Translated from the original Czech by Julie Novakova, Hanuš Seiner’s “The Iconoclasma” multiple-third-person SF opens on a flashback to a ship under attack while orbiting a red giant. The enemy–sentient beings brought into humans’ universe by a class of geometric images anyone can draw–appear inscrutable and deadly. Seiner’s rich descriptions include the view from exoplanets, images of starships in combat with alien intelligences, and other details calculated to please and excite SF fans. Multiple POVs showcase Seiner’s world from different characters with different stakes, different quirks, and different phobias: the attacked ship isn’t so much about a growing repair list as it is, for example, about an iris airlock’s creepy lamprey grin in a lonely access tube–or the regret the familiar ship will be lost, and the tragedy this happens just as the repair crew became responsible for the whole thing. Viewpoints from a planetary station provide further perspective on the developing disaster, and what it means for humans far beyond those aboard the doomed ship. The flashback is interrupted with worldbuilding snippets about the icon-based life forms, their discovery, and the eventual dependence of humans on the topology-driven effects they can be exploited to create in the world humans can perceive. Eventually Seiner delivers a countdown-driven climax that combines envelope-pushing intellectual effort and technical expertise (building physical objects from debris in microgravity) to showcase a celebration of skill, sacrifice, and interdisciplinary coordination–a gorgeous SF fest the genre’s readers won’t be able to help but enjoy. A dark denouement offers a dismal view different from the early, optimistic SF on which many readers were weaned: humanity turning from knowledge out of fear. If you love the look and feel of SF, you’ll want to read this.

In 123 words, Abra Staffin-Wiebe’s “Overwintering Habits of the North American River Mermaid” offers an alternative perspective for those ghosted after a short relationship. Entertaining. Extra points for bang-for-the-word-count.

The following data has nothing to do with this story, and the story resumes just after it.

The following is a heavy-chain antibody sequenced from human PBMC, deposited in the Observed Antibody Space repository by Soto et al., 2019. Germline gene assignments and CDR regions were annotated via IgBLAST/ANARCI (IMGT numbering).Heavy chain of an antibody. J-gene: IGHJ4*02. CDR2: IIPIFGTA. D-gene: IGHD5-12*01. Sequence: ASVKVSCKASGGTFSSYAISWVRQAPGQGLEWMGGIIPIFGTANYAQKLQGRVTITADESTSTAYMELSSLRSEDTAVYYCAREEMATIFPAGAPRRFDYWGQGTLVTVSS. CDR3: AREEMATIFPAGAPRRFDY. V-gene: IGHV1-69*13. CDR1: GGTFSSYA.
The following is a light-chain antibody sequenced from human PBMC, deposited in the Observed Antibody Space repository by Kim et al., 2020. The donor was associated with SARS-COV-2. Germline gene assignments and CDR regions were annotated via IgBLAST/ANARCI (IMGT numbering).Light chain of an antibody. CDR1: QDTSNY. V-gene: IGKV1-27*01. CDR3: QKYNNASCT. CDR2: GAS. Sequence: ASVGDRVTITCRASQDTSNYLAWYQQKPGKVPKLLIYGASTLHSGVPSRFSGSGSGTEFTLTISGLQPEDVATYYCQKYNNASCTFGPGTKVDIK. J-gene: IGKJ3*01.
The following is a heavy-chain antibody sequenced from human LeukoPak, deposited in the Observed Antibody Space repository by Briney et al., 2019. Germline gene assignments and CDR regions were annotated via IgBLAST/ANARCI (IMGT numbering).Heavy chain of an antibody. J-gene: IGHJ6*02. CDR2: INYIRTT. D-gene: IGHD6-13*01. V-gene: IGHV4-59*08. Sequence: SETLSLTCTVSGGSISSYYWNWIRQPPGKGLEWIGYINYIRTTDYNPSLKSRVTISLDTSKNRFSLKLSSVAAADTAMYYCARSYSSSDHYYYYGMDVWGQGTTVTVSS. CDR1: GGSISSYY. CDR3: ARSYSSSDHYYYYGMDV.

Robert Reed’s “Every Color of Invisible” is a fantasy novelette over 13,000 words set in a hidden Lakota community where the author set five prior stories involving the character Raven Dreams. Prior knowledge of the preceding stories may be important to best enjoy this work. The italicized introduction gives little information about the characters it mentions; it doesn’t seem to put the story that follows into context so much as bewilder newcomers about what facts to try to carry forward into the next section of text. At the outset, there’s little indication what Raven wants or what’s at stake for any of the characters, which makes it difficult to understand what results to hope for or discern why one should care: we see characters’ exteriors, and have precious little clue what to conclude about their desires and motives. Another concern: the mythic use of titles instead of proper names for many of the characters leaves one uncertain whether some of the titles might refer to the same character. Is A also C? Not knowing who was who, I found myself wondering in spots. Greater familiarity with the characters from earlier stories might give a stronger sense of their interiors, their values, and the import of observable activity. Non-chronological presentation complicates the effort to discern who knows what in which scene, and hence cause and effect. Story aside, the world is fun: Lakota live in a hidden world awaiting return in better days, non-natives are ‘demons’ and computer-related terminology is presented as alien jargon to an aspiring shaman. Reed leverages Raven’s outsider-viewpoint to make entertaining comments about the world we know and those who live in it. The dismal-future of AI-assisted war machines and identity-spoofing Internet anonymizers juxtaposes entertainingly with a youth aspiring to become a shaman, recalling cyberpunk/fantasy mashups like Shadowrun. Questions about which world is real always make for a good time in a universe that offers characters access to artificial worlds. An us-versus-them backdrop supports great feel-good moments, such as when the protagonist takes care of an ‘enemy’ who’s an us before looking after a sympathetic them. The story’s most enjoyable elements gather with greatest density in the final third–personal motivations suggested, worldbuilding questions answered, and so forth. The last third also provides physical confrontation, interpersonal conflict, and a scene resolution that involves some emotional force one could take for a climax. Readers who enjoy a slow journey of discovery may find the piece to their taste.